turbo charger faqs

Q: What is our 20 Point On Vehicle Turbocharger Health Check? (check with AAA GB about their turbo check is their check 20 points? If not can they share)
A: We have designed a 20 point check for your turbocharged vehicle to give you an idea of the “health” of your turbo and what you can do to prolong its life. Contact us to make a booking where we’ll take approximately 15-30 minutes to cover all the ins and outs of your turbo. We’ll provide you with a print out of the report so you can analyse it or use it to promote the sale of your car.

Q: On a used vehicle is there any action we can take to prolong the turbocharger life?
A: On imports just off the boat, look under the rocker cover. Usually there will be heavy build up of sludge. This is due to slow, cold running without regular lube oil changes. Do not to flush system (this will overload an already blocked filter causing the bypass to open and pass contaminants thru the whole system). The best action is; as soon as able carry out a HOT oil and filter change, and again repeat the HOT oil and filter change within the first 500Km. Always use turbo-rated lube oil. For very contaminated engines this process may need to be repeated more than once. Oil and oil filter changes in turbocharged vehicles should be carried out every 5000Km. Always check your air filter when you change your oil and replace it (or wash it, and re-oil it, if it is a washable type) if you are in any doubt.

Q: Will Engine modifications and big bore exhausts improve my vehicles performance?
A: Many modifications to the engine will increase the performance of the vehicle above the factory specifications. These modifications will introduce greater stress on the turbocharger and may cause premature failure.

One of the most common modifications made to many vehicles is the exhaust system. A larger exhaust system (Big-Bore) is one of the cheapest and easiest methods of increasing an engine’s horsepower. This reduces the exhaust gas back-pressure and allows an increase of gas flow across the turbocharger. The problem is the original turbocharger was designed to work on that engine with a known gas flow and backpressure. If the gas flow is increased the wastegate valve cannot spill enough of the gas flow and the speed of the turbine rotor shaft increases, resulting in an over-speed / over-boost situation. An overspeed will result in premature turbocharger failure. This will often be seen in the form of thrust bearing failure (overloading); Compressor wheel failure (over-speeding); Shaft breakages (pulse shock waves).

Other modifications such as computer chip enhancements can cause over-fueling, which may result in fuel still burning when the exhaust valve opens. This causes excessive thermal loading on the turbocharger. After market boost controllers and actuator bleed off valves by their very nature can allow over boosting (overspeeding), which will cause premature turbocharger failure.

Q: I have oil leaking from hoses and joints on my turbo. Is it due for service?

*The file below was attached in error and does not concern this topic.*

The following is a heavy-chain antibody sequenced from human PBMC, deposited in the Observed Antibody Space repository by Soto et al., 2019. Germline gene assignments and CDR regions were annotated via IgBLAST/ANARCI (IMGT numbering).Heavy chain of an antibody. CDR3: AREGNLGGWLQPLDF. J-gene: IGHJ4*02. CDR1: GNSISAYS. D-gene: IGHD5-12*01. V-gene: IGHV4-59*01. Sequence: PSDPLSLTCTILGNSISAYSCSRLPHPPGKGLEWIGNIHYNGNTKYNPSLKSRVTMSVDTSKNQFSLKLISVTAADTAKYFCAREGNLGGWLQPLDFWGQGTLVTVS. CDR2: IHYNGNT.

A: One of the most common causes of turbo ‘failure’ is an oil leak from the turbo and/or air pipe work between turbocharger and engine. Note that most engines vent from the rocker cover into the air intake line, which runs between the air cleaner and turbo. Normally this complaint is not caused by the turbo but is caused by a blocked air cleaner or heavy breathing from the crankcase. Remove the intake line to the turbo. If there is oil inside the hose then the oil is coming from the breather. If this type of leakage occurs and the engine is fitted with a charge air cooler the oil will block the air side of cooler and compound the problem. This must be removed and cleaned after the cause of lube oil contamination is corrected.

Q: Why is my turbo noisy? It has a horrible screeching noise coming form it when I accelerate.
A: Turbochargers are often blamed for being noisy when in fact it can often be an exhaust gasket vibrating between 2 faces. The multi-layer steel shim type gaskets can, when a flange warps or becomes loose, vibrate between the clamped surfaces causing a screeching noise. This can be hard to diagnose, but will normally start abruptly under acceleration as the turbo boost pressure increases. As the boost increases so does the exhaust manifold pressure stressing the gaskets. If a manifold is warped or has a loose bolt/stud the pressure forces its way past the gasket causing it to vibrate. The biggest differences between a turbo whistle and a leaking gasket are:

The noise starts abruptly if its a gasket or if its a turbo it will ramp up as the turbo spools up. If its a gasket leak it will most likely have a “buzz” to it where as a turbo will most likely have a smooth whistle. The exhaust gas leak noise is engine speed dependent and affected where the turbo whistle will change tune and pitch with load changes (even if the engine speed remains constant).

Correct diagnosis is important. If in any doubt, please Contact us.